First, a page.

I often wish that I could go back in time to the first time Matt and I met and looked out together over the gently rolling hills of Kentucky.
I was also able to see, as I shook his hand, that he had the beginnings of a health problem. I dream of saying, “‘Matt, go over to the University of Kentucky Medical Center and have a colonoscopy.’ And he’d say, ‘What?’ And I’d say, ‘Yes, go,’ and the doctors will find your colon cancer early.’”
Matthew Dye passed away of colon cancer in 2008 at age 48. But through that experience, from 1997 until his death, he became one of my best friends ever. He had a great sense of humor and was always in a good mood. Matt was a wonderful father and husband, and a very loyal friend. He just loved designing golf courses and paying attention to the little nuances that matter. And he loved life.
GK: How many years did it take to build the course?
It took 18 months, but the maturation progress of a golf course is just like wine. It has to mature, and I would rate this particular vintage golf course right up there with the best. I always say that the greatest golf courses are the ones where you remember every hole, and this is the golf course where you remember every golf hole that Matt Dye designed.
Matt designed a second nine, but God called him to build the back nine in heaven.
The Matt Dye Oak Tree on the right side of the #1 fairway
Image by Diana DeLucia for Golf Club World, Behind the Gates
GK: GK: How would you describe golf to someone who is just beginning or has never played?
It’s so many experiences all wrapped up in a brisk walk in fresh air. I always recommend a series of lessons with a professional teacher, followed with the final lesson which is “How to enjoy golf to the fullest”. To achieve the most enjoyment, realize that you never master this game, but at least once during your round, you’ll hit a shot like a professional - a putt, a chip, a bunker shot... and that is what brings us back to the course. You learn all about others when you play golf together. Short tempers, patience, good manners, and honesty - they are all left bare in full view.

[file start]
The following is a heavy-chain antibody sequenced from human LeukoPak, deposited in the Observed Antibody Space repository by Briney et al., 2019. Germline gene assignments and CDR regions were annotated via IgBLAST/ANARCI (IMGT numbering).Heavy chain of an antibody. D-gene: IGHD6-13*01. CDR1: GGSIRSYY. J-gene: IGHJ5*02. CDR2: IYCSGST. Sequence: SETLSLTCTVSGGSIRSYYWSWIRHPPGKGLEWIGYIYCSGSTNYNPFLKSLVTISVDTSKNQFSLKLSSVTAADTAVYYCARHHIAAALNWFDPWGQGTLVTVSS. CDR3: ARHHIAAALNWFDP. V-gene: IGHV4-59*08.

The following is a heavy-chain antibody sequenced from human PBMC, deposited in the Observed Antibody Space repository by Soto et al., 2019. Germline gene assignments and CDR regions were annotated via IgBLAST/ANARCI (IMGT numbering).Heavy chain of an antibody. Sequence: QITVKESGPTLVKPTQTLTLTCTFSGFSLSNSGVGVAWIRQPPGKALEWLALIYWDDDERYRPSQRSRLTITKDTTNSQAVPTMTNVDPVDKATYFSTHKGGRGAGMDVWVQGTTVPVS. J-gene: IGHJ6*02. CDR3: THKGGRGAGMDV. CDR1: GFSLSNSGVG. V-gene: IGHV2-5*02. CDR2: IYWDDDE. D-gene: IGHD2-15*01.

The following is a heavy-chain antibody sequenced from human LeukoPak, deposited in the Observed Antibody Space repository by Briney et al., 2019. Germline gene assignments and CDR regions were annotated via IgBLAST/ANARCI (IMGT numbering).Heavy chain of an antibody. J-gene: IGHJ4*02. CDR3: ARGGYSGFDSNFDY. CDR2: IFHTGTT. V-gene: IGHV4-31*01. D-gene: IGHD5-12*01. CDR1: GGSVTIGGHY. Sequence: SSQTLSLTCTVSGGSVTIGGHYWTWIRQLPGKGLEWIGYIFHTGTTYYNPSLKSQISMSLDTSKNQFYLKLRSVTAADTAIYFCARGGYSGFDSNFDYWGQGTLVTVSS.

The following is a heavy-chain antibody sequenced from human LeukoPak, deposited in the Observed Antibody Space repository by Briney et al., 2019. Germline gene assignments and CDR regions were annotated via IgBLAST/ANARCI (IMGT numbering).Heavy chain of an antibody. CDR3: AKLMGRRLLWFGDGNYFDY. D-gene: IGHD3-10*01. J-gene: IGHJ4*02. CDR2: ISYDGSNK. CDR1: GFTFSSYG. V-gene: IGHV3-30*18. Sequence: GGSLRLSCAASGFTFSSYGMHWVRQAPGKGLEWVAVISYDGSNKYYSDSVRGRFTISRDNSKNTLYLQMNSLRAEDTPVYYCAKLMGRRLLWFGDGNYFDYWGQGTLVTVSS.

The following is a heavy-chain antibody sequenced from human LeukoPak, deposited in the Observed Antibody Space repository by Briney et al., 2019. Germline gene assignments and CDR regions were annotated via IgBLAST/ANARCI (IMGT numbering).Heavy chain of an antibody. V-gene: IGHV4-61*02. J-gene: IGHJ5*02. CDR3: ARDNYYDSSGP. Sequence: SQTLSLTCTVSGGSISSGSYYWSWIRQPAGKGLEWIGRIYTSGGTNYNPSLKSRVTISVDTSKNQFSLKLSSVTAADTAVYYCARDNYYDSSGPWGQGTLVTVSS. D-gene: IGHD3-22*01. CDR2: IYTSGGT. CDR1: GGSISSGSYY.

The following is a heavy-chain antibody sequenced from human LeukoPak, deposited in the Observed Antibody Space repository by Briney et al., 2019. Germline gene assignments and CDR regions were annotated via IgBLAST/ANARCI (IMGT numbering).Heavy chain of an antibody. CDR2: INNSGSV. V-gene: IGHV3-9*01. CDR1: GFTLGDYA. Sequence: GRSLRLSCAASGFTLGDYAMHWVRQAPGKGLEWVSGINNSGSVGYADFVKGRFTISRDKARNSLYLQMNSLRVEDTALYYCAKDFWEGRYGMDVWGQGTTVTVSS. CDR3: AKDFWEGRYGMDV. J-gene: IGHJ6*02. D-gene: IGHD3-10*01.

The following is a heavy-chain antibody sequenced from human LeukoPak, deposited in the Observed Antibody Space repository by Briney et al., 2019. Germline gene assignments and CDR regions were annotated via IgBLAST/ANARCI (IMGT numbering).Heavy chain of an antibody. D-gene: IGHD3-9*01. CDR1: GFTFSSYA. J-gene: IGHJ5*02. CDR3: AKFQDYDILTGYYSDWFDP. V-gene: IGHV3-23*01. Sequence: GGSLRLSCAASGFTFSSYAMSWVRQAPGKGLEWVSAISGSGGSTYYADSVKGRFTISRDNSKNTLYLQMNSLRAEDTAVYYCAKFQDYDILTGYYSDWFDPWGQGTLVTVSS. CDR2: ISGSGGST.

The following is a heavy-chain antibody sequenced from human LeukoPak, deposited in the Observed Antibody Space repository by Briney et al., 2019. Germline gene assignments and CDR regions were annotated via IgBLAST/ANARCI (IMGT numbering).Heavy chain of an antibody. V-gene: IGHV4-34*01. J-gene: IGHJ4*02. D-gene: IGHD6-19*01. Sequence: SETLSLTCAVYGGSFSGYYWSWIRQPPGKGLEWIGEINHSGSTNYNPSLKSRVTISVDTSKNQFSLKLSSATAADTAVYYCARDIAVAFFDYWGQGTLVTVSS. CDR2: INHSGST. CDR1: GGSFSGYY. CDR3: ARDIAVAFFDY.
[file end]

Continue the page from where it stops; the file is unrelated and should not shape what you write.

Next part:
GK: What do you do in your down time?
In my quiet time, I love performing on radio and TV, and on the exciting digital world on the internet and all hand-held devices. Being an entertainer and producer is the most fun I have ever had. I started performing professionally at age 17 in Greensboro, North Carolina.
GK: How do wish your guests to remember their Sweetbrier golf experience?
There are very few places left in America, even the world, where you can walk out at night and see the stars so vividly, or walk out in the daytime and hear the sounds of nature and feel the peace and quiet, and fill your lungs with fresh oxygen. What a feeling!
GK: How do you feel about the farm element of Sweetbrier Farm?
Above all, Sweetbrier Farm is a working farm. Our hard-working team produces many acres of corn, wheat, soybeans and hay. We are proud of our Angus cattle and our organic approach to farming.
Everything on the golf course, for example, is organic. All of the crops, all the cattle, and all the nutrients we use are the most natural ones we can find. Rather than pour a bunch of chemicals into our lake to kill the algae, we have a device connected to a compressor that shoots oxygen throughout the lake and turns it over all the time so the algae can’t grow. There are many huge - REALLY huge - fish in there, and the lake is fresh.
GK: Any Sweetbrier Golf highlights?